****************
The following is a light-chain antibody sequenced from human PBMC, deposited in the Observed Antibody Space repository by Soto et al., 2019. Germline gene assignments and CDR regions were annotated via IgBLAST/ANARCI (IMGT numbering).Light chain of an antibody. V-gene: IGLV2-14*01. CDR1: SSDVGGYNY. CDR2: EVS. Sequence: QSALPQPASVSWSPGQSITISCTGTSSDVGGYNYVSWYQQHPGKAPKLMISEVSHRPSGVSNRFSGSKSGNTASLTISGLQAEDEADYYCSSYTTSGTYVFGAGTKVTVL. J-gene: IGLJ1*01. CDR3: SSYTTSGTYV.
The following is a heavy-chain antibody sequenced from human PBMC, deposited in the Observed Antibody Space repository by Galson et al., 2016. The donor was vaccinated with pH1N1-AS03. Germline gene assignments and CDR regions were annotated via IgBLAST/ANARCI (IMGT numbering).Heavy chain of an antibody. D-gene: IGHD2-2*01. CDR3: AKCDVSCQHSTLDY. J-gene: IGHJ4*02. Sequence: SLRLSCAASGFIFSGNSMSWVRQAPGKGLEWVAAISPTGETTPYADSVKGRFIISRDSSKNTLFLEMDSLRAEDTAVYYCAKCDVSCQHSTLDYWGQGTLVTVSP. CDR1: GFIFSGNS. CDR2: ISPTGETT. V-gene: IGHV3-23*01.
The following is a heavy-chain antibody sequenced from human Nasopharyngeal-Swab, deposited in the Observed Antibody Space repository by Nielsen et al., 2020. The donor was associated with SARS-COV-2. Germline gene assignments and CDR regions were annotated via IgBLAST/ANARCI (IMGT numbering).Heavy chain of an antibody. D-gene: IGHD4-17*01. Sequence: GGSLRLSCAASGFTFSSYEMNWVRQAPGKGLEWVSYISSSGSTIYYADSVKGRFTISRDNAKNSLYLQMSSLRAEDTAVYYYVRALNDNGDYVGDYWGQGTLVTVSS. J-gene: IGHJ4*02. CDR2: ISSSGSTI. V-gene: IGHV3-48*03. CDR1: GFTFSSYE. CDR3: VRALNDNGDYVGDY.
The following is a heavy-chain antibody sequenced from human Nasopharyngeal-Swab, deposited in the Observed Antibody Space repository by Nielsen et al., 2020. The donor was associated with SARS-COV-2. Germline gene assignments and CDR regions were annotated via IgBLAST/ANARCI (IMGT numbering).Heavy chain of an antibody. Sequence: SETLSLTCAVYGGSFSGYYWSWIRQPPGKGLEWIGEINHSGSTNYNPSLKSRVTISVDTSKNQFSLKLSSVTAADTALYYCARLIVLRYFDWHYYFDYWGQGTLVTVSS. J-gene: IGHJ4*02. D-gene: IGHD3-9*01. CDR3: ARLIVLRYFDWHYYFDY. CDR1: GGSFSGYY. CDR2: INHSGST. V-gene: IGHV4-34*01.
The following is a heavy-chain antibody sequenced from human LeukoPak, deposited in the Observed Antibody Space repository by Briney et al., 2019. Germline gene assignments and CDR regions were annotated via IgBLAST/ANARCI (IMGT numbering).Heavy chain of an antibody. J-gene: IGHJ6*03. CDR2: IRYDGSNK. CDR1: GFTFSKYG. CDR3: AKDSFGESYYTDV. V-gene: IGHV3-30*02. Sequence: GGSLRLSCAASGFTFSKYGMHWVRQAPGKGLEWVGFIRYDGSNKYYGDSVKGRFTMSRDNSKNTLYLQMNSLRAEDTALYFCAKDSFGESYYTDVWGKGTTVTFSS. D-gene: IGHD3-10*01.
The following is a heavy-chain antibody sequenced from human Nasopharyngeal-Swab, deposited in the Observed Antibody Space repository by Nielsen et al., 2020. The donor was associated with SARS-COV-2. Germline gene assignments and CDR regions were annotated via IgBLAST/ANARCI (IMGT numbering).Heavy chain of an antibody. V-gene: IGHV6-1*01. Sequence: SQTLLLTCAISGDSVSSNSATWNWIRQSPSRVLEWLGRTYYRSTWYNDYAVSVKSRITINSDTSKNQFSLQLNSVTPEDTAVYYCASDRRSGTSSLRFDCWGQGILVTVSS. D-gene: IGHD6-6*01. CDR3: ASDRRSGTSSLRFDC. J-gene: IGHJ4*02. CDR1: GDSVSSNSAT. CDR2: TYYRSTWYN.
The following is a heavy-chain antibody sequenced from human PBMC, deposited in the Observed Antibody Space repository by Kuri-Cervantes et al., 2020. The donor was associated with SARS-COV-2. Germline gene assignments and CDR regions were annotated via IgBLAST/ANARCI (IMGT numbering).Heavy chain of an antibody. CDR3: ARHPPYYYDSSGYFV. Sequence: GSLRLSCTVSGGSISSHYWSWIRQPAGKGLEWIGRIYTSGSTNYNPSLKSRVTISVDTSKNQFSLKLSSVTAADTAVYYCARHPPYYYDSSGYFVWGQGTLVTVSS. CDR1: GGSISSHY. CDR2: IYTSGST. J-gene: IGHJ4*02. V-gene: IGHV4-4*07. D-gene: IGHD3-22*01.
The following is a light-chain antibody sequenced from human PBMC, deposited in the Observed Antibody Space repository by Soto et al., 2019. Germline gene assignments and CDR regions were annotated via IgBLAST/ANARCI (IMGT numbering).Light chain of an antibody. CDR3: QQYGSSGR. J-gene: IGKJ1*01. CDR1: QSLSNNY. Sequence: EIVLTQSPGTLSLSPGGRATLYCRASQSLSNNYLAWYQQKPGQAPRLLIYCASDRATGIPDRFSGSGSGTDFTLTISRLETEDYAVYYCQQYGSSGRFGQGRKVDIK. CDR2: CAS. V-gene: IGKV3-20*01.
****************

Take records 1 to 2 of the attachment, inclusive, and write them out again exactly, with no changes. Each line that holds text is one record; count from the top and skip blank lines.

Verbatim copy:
The following is a light-chain antibody sequenced from human PBMC, deposited in the Observed Antibody Space repository by Soto et al., 2019. Germline gene assignments and CDR regions were annotated via IgBLAST/ANARCI (IMGT numbering).Light chain of an antibody. V-gene: IGLV2-14*01. CDR1: SSDVGGYNY. CDR2: EVS. Sequence: QSALPQPASVSWSPGQSITISCTGTSSDVGGYNYVSWYQQHPGKAPKLMISEVSHRPSGVSNRFSGSKSGNTASLTISGLQAEDEADYYCSSYTTSGTYVFGAGTKVTVL. J-gene: IGLJ1*01. CDR3: SSYTTSGTYV.
The following is a heavy-chain antibody sequenced from human PBMC, deposited in the Observed Antibody Space repository by Galson et al., 2016. The donor was vaccinated with pH1N1-AS03. Germline gene assignments and CDR regions were annotated via IgBLAST/ANARCI (IMGT numbering).Heavy chain of an antibody. D-gene: IGHD2-2*01. CDR3: AKCDVSCQHSTLDY. J-gene: IGHJ4*02. Sequence: SLRLSCAASGFIFSGNSMSWVRQAPGKGLEWVAAISPTGETTPYADSVKGRFIISRDSSKNTLFLEMDSLRAEDTAVYYCAKCDVSCQHSTLDYWGQGTLVTVSP. CDR1: GFIFSGNS. CDR2: ISPTGETT. V-gene: IGHV3-23*01.